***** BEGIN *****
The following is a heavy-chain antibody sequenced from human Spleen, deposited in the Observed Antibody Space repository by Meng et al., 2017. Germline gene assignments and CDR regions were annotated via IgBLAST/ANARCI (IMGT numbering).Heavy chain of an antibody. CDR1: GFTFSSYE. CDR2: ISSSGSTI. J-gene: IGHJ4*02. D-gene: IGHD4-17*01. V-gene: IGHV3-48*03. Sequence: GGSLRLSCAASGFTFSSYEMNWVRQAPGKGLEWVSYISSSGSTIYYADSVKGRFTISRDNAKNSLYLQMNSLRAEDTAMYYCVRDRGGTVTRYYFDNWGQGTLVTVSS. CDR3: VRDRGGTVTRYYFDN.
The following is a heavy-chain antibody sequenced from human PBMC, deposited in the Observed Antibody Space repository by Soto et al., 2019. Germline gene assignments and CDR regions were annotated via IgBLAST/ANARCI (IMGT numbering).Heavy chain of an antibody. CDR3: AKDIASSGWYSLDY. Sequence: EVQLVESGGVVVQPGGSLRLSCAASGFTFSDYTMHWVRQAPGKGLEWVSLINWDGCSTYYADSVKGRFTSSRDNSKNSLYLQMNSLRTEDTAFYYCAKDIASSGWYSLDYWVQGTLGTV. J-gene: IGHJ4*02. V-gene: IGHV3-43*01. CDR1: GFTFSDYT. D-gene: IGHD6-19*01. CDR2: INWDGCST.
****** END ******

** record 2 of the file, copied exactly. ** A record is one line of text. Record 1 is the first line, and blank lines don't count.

The following is a heavy-chain antibody sequenced from human PBMC, deposited in the Observed Antibody Space repository by Soto et al., 2019. Germline gene assignments and CDR regions were annotated via IgBLAST/ANARCI (IMGT numbering).Heavy chain of an antibody. CDR3: AKDIASSGWYSLDY. Sequence: EVQLVESGGVVVQPGGSLRLSCAASGFTFSDYTMHWVRQAPGKGLEWVSLINWDGCSTYYADSVKGRFTSSRDNSKNSLYLQMNSLRTEDTAFYYCAKDIASSGWYSLDYWVQGTLGTV. J-gene: IGHJ4*02. V-gene: IGHV3-43*01. CDR1: GFTFSDYT. D-gene: IGHD6-19*01. CDR2: INWDGCST.